Article V: Gives the basis of liability to the carrier. The carrier is liable for loss resulting from loss of or damage to the goods, as well as from delay in delivery, if the occurrence which caused the loss, damage or delay took place while the goods were in his charge as defined in article 4, unless the carrier proves that he, his servants or agents took all measures that could reasonably be required to avoid the occurrence and its consequences.

Article VI: Gives the limitation of liability by the carrier. The liability of the carrier for loss resulting from loss of or damage to goods according to the provisions of article 5 is limited to an amount equivalent to 835 units of account per package or other shipping unit or 2.5 units of account per kilogram of gross weight of the goods lost or damaged, whichever is the higher.

Article VII: Gives provisions to Application to non-contractual claims. The defences and limits of liability provided for in this Convention apply in any action against the carrier in respect of loss of or damage to the goods covered by the contract of carriage by sea, as well as of delay in delivery whether the action is founded in contract, in tort or otherwise.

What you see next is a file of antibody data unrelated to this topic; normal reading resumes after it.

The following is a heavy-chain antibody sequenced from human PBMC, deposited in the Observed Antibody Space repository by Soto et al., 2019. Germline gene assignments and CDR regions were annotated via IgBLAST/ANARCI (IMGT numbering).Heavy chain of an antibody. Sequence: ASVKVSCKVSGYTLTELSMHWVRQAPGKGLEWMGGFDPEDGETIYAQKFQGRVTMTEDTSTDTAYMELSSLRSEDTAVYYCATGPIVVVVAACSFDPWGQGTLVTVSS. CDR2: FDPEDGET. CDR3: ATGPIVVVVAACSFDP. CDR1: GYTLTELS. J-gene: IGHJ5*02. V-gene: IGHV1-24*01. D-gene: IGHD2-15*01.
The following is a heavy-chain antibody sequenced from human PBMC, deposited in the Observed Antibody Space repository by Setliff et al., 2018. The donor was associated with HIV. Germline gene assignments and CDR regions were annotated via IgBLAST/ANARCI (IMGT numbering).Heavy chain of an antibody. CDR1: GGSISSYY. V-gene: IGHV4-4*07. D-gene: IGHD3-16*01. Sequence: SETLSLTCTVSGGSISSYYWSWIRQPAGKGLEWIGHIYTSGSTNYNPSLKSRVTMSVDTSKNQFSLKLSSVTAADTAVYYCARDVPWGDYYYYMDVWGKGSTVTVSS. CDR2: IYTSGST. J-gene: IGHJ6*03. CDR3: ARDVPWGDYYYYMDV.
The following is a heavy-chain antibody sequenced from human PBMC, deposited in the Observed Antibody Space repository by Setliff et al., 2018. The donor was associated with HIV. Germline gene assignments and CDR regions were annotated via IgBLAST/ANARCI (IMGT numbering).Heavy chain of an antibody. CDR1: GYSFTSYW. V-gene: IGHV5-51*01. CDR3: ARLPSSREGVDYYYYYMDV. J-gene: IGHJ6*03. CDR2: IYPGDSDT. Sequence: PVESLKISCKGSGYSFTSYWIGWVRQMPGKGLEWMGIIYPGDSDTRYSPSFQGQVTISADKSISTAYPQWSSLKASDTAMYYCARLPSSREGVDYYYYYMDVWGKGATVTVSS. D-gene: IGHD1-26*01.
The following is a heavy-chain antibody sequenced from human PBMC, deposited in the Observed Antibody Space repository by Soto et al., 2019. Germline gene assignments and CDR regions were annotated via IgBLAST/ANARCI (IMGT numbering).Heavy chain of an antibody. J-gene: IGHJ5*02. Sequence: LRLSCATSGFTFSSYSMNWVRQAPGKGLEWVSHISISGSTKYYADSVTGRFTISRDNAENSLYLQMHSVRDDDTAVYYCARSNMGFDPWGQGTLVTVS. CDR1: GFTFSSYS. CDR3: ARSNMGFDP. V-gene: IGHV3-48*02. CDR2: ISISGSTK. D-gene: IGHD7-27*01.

Article VIII: Gives Loss of right to limit responsibility. The carrier is not entitled to the benefit of the limitation of liability provided for in article 6 if it is proved that the loss, damage or delay in delivery resulted from an act or omission of the carrier done with the intent to cause such loss, damage or delay, or recklessly and with knowledge that such loss, damage or delay would probably result.

Article IX: Talks about Deck cargo. The carrier is entitled to carry the goods on deck only if such carriage is in accordance with an agreement with the shipper or with the usage of the particular trade or is required by statutory rules or regulations.

Article X: Liability of the carrier and actual carrier where the performance of the carriage or part thereof has been entrusted to an actual carrier, whether or not in pursuance of a liberty under the contract of carriage by sea to do so, the carrier nevertheless remains.